REVIEW – Carole King musical at Birmingham Hippodrome truly is a ‘Beautiful’ production

I was bowled over by the premiere of this UK tour when I reviewed the opening night at Malvern back in May and thoroughly enjoyed seeing how it had matured after ‘four months on the road’ at the Hippodrome last night.

In 2013, the original show had mixed reactions on Broadway but this new version from Leicester’s exciting ‘Curve’ producing theatre is, as I predicted, running with much stronger legs and packing auditoria across the UK.

The action starts from the minute you enter the theatre. The rear of the stage is split into a recording studio control room and a drum booth where much is already happening. In front of these actors and musicians tune up, perform riffs and chat.

The stage is devoid of any curtaining front, back and above. Above it banks of lights gaze down like inquisitive eyes.

The lighting state changes and suddenly a grand piano is discovered, caught in an inverted pyramid of light from a spot way up in the Gods.

Everyone and everything else has disappeared like a conjuring trick and we are now in a giant concert hall circa 1971 where Carol King is introduced and we burst into spontaneous applause as she sings the first few bars of ‘So Far Away’.

Whilst we are still clapping the grand piano moves off and is replaced by a small upright in the 1958 home where a 15–year-old Carole is writing and singing encouraged by her mother.

In the blink of an eye we are transported again to Queen’s College in New York City where she meets her husband-to-be Gerry Goffin.

Carole is a mother at 16 and along with her husband, becomes a sort after songwriter by seventeen – and here we are barely a few minutes into the show, so fast does it all move.

Musically from ‘Oh Carol’ to ‘Natural Woman’ the hits just keep coming; after all she wrote and co-wrote over 120 of them, for a innumerable bevy of groups and solo artists until she turned the spotlight on herself.

‘Beautiful’ confines itself story wise to the earlier years of her life, up until a couple of years after her divorce from Goffin and her solo career as a performer heralds the next stage of her life.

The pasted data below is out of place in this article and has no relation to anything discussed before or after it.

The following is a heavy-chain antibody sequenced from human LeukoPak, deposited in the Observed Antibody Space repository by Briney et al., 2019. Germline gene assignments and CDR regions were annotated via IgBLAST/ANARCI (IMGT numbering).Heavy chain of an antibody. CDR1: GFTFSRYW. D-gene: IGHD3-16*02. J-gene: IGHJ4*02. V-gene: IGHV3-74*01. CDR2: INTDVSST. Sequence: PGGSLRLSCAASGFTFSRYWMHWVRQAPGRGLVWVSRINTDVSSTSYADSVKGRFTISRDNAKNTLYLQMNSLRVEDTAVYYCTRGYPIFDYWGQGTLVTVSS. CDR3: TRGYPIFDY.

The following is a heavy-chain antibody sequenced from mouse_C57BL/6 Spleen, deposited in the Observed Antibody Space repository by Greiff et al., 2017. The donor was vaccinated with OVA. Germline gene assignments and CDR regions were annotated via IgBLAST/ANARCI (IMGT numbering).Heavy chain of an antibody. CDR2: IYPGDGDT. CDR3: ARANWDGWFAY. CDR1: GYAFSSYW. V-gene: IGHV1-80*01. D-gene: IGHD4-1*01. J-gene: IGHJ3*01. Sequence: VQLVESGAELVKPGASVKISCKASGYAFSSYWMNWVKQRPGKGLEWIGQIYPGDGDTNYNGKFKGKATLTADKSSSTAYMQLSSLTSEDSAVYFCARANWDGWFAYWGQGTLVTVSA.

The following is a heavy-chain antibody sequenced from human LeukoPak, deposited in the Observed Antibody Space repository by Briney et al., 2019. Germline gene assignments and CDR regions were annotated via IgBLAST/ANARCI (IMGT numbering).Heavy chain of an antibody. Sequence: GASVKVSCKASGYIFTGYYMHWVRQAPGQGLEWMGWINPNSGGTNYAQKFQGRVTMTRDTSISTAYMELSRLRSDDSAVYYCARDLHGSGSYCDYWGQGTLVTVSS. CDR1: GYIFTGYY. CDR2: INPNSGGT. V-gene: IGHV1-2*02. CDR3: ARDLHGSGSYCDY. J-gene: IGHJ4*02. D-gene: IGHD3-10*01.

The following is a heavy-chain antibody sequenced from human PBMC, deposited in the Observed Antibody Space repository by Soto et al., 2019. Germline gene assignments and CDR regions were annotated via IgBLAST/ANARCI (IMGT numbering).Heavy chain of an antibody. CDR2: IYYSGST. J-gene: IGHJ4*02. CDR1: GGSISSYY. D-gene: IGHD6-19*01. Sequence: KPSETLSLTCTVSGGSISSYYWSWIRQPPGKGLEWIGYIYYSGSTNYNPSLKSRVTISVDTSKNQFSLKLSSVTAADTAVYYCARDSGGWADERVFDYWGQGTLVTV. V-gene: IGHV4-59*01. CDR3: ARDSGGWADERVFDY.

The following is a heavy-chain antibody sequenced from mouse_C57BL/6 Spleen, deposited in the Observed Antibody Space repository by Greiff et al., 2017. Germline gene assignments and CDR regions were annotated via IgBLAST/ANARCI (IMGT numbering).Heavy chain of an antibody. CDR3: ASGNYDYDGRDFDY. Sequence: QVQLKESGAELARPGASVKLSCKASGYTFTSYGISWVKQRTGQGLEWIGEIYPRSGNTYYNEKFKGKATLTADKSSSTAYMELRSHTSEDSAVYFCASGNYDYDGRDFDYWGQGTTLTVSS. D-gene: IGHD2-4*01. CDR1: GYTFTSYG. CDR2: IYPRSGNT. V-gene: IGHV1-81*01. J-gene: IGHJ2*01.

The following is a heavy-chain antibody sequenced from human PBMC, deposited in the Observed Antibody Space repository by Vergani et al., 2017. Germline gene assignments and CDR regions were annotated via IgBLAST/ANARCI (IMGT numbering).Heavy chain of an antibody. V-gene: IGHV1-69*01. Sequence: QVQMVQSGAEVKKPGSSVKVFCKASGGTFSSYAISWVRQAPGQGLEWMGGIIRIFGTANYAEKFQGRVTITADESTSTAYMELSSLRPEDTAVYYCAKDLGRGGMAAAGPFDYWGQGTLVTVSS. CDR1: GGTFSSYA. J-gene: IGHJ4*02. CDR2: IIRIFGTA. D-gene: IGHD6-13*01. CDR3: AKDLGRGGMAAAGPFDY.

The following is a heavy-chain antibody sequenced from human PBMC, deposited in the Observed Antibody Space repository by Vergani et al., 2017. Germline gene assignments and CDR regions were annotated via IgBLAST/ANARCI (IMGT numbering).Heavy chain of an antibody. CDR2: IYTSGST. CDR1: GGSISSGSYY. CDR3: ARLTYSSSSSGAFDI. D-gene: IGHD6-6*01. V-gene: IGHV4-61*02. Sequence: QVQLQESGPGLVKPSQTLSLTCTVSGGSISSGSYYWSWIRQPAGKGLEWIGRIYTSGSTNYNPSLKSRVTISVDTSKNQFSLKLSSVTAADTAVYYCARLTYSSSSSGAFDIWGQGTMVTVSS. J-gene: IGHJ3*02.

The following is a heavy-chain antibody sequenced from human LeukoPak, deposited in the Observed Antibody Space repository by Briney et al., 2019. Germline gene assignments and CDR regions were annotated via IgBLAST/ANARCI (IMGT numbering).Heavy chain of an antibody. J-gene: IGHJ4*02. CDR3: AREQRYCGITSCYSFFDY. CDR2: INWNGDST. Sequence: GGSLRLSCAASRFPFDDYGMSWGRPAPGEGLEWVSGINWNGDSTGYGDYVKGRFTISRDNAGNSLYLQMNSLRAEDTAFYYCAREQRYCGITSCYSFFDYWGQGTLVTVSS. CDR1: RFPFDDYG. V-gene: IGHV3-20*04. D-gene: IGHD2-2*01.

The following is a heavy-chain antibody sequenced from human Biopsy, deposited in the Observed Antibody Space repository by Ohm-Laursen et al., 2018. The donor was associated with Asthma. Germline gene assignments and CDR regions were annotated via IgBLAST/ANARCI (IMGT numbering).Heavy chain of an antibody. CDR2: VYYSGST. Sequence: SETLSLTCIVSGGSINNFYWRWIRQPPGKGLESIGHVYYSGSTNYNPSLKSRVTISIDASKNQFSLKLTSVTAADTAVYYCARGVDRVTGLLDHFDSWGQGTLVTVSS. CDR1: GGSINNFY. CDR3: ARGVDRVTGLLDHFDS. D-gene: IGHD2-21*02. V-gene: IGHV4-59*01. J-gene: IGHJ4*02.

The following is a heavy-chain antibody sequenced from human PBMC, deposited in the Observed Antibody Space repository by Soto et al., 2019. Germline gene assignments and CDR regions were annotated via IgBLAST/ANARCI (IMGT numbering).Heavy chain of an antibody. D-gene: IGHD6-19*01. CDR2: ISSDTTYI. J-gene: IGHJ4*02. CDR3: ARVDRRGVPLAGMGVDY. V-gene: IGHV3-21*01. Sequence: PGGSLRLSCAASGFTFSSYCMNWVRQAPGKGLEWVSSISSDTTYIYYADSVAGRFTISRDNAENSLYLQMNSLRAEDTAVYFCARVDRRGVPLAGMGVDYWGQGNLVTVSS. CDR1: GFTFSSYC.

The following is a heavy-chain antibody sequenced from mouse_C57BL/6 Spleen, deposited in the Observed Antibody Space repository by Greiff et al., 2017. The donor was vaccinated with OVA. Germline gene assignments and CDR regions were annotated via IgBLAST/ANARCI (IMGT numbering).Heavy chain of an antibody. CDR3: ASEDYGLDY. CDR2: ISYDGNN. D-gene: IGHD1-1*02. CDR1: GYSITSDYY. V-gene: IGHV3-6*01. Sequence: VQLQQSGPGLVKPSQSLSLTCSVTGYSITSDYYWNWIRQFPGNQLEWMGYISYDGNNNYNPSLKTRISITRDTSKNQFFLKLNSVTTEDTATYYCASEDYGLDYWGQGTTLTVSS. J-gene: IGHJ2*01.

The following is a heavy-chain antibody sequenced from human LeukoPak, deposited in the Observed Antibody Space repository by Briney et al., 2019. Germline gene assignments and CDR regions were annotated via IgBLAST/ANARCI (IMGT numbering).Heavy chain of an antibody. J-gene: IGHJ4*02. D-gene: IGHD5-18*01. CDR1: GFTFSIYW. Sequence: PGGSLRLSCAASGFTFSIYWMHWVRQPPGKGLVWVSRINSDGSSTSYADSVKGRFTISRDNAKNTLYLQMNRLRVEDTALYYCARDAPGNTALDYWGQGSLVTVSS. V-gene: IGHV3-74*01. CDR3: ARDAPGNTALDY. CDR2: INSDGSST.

Molly-Grace Cutler is simply sensational as Carole King, oozing charisma, credibility and vulnerability.

There are no passengers in this multi-talented cast; they all play a variety of instruments and multi-role as pop groups, solo artists, recording technicians and a myriad of others whilst moving the scenery to boot.

Tom Milner makes for a moody and tortured soul as Gerry Goffin; Jos Slovick piles on the Jewish humour as songwriter Barry Mann; Seren Sanham-Davies is a blonde bundle of talent as Barry’s wife and writing partner Cynthia Weil.

Garry Robson captures the madness of the 1960’s musical revolution as studio bigwig Donnie Kirshner.

Douglas McGrath’s book is sharp and crisp raising it above the common jukebox musical dialogue which is usually just a weak sandwich filling between the songs.

Nikolai Foster has directed with extraordinary passion and originality. Frankie Bradshaw’s stripped back, ever moving set is a triumphant clutter and Ben Cracknell’s lighting design cavernous and dazzling.

Understandably the first night sparkle wasn’t there this time around – nor was the unforgettable relief on the faces of the cast in the walkdown. They now just smile with the joy of another standing ovation.

‘Beautiful’ is beautiful both in name and practice; a joyous show not to be missed.

The show runs at the Hippodrome until Saturday, September 3.

Click here for times, tickets and more information.


Review by Euan Rose

Euan Rose Reviews